All That Glistens

Has your Disney dust turned out to be a sizzle without a sausage? DR RICHARD VAREY examines the hi-fi world’s propensity for glitz and beauty.

Does a glossy slab of metal or wood that wouldn’t look out of place in an art exhibition necessarily provide high performance and exceptional value for money? Do you always get what you pay for? Is your latest component acquisition a beautiful statement of a grand promise fulfilled, or a costly disappointing chunk of milled and polished mediocrity?

Such questions are prompted by the proliferation of ‘astounding’ hi-fi products – usually amplifiers and speakers – despite certain retailers asserting that there’s no market for anything other than integrated and compact, preferably wireless, components.

I also read this in a recent review elsewhere: “If a product has the look and feel of quality and solidity it stimulates a feeling of confidence. Furthermore, it is logical to assume that if a lot of thought and investment was put into the external attributes of the product that the same level of effort and quality will be present inside the box. High-end audio components are expensive and the owner should be able to expect problem-free performance for a long time.”

This isn’t always true. Although some product packaging is highly functional for heatsinking and rigidity, for instance, in most cases (pun alert!), the case is mostly decoration – it’s what’s under the hood that matters most – and the enclosure might be an expensive disguise.

You pay your money and you take your choice, so it goes. I’m pointing out that you either buy an engineered audio reproduction tool or an arty artefact, or both in some combination. So care is needed that the money gets spent on the most important part of the assemblage.

There are loudspeakers on offer that cost many tens of thousands, yet have components that cost tens or a few hundred dollars. It is claimed that the value is in the superb finish or some novel internal feature or design innovation. At the other extreme you can shed any pretence of fashionable form and get pure function with little superfluous finesse and no extravagant largesse. In my own system, for example, I have selected amplifiers that are so fast and clean that detail and dynamics are revealed in everything I play. The Sachem Pure and V2 monoblocks (from Viganoni & Viganoni) have no frills cases, connectors, and knobs from a local hobbyist supplier. Boy, do they make great sound! Recently, I had the pleasure of reviewing a REDGUM Audio amplifier which features a very functional massive ‘waveform’ heatsink which is novel and a bit playful, and makes the product all the better for it. I’ve also become a fan of the minimalist presentation of the various RaspberryPi-based music player/DAC products. Don’t be fooled by the ultra-basic box when the sound quality and versatility is truly outstanding, and the low price reflects the clever low-cost design and manufacture.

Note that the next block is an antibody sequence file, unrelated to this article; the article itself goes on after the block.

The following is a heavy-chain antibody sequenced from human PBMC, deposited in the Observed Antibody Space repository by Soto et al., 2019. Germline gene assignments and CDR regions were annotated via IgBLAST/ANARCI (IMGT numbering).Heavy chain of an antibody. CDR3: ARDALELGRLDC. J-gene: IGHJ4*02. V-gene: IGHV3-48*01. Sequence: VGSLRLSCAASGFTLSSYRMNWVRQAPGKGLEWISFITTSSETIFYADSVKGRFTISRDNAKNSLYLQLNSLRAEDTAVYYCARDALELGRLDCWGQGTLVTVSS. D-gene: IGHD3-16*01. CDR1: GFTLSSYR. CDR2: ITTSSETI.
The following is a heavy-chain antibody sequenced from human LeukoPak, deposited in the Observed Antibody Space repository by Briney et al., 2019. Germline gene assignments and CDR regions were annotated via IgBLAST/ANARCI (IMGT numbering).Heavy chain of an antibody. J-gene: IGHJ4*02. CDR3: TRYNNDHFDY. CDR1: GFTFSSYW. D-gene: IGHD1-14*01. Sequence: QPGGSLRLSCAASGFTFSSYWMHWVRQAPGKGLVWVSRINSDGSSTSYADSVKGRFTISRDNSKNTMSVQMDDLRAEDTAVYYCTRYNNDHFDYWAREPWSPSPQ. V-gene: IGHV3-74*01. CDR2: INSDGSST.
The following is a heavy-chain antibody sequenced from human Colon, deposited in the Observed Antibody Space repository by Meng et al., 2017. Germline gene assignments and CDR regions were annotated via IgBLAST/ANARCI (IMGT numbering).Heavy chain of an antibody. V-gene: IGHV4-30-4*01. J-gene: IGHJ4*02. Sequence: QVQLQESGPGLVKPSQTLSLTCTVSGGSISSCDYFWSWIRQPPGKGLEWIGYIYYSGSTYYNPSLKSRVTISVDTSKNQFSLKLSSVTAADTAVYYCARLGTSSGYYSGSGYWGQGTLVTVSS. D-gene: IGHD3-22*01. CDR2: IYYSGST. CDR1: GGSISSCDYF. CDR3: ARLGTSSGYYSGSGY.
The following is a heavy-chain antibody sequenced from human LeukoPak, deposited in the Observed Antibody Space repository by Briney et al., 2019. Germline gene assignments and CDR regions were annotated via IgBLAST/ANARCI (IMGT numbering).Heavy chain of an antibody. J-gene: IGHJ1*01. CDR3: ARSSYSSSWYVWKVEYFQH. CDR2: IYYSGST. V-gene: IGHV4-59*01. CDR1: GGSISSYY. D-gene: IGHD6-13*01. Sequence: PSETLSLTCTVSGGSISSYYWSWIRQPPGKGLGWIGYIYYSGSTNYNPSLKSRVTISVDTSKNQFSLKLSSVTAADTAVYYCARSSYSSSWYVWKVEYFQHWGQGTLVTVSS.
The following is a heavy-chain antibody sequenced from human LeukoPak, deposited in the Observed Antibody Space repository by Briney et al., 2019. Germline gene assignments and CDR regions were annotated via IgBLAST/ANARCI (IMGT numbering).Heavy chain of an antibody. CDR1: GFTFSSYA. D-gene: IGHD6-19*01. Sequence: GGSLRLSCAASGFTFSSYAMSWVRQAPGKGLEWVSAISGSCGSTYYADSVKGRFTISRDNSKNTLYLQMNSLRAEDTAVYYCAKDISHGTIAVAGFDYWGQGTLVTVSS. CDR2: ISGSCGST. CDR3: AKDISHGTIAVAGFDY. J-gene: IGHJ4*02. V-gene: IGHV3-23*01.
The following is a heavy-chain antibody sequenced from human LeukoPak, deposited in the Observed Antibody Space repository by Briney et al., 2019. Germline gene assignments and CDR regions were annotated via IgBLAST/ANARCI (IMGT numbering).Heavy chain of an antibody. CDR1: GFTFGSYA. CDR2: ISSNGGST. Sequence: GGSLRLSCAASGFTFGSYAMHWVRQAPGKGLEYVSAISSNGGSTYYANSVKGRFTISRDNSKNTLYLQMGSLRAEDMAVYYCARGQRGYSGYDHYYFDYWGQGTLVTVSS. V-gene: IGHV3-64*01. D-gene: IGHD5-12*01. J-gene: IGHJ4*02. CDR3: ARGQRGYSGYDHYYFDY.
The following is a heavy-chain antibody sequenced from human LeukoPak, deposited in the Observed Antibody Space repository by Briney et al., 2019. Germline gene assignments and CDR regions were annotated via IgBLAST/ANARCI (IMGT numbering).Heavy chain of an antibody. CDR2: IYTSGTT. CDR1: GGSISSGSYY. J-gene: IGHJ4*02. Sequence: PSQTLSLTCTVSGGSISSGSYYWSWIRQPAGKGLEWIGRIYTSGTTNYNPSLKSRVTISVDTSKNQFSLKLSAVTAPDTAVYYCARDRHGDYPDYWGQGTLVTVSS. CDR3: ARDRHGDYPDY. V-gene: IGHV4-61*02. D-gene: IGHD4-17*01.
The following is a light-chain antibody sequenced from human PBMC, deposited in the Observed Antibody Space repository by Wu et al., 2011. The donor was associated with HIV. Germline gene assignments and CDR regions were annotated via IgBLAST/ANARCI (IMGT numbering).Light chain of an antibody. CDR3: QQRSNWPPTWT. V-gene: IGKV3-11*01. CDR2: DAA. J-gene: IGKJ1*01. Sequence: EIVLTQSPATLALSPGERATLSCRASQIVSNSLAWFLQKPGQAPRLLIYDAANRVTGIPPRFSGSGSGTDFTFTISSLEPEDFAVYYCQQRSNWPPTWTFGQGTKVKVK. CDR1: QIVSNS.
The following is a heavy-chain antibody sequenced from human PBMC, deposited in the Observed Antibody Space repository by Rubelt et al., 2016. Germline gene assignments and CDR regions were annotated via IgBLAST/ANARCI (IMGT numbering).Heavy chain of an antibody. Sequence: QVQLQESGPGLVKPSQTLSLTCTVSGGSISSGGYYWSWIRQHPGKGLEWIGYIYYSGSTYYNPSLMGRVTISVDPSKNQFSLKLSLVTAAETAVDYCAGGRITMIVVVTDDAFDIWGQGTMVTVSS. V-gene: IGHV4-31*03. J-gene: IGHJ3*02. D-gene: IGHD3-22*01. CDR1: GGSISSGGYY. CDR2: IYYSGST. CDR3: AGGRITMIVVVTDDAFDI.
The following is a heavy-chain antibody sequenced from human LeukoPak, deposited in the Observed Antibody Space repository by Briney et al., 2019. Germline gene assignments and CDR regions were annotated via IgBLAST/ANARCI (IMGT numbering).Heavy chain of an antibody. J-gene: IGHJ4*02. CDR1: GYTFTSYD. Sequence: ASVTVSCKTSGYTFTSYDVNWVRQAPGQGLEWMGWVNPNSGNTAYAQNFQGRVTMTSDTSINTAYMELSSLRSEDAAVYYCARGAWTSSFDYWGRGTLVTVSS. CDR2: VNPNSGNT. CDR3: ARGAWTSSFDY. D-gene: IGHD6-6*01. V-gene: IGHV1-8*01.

Don’t be beguiled by the glitz, either. Technology and art come from very different values, and in fact the bauble may not be anything more than ornamental glitz. There’s a very, very old saying that “all that glistens isn’t gold”, and I wonder how many cases (there’s that pun again) of flamboyant packaging overtly promise high performance from what’s inside, yet don’t deliver on sound quality and reliability.

What I’m suggesting is that we audiophiles (literally) take the lid off the box ‘con’. I write reviews for an editor who usually wants a photo of what’s in the box, as well as its external largely cosmetic appearance. He wants to see whether or not there is any real substance to the swaggering display made by the packaging. What to look for? Does the case or cabinet add (to) valuable functionality, or divert cost, and maybe cover up weakness in performance, or sloppy design and assembly, or poor quality components?

In a crowded marketplace with a dwindling number of buyers willing to pay mega prices, producers try ever more to stand out for attention. If the peacock presentation is merely suggestive display and not confirmatory of outstanding performance, then we are little more than legal prey for the ‘Disney dust’ that turns out to be a sizzle without a sausage. Some people know quality when they see it, while others know the price of everything and the value of nothing. Now there’s a thought. What would Mr Oscar Wilde make of the so-called high-end hi-fi advertising?

If only we always got what we paid for, and paid only for what we really value! Be careful what you pay for, so another saying (almost) wisely goes.

 

* Dr Richard Varey writes about the electro-mechanics and the social psychology of this technology-facilitated art we call high-fidelity music reproduction.

Leave a Comment

Your email address will not be published. Required fields are marked *

*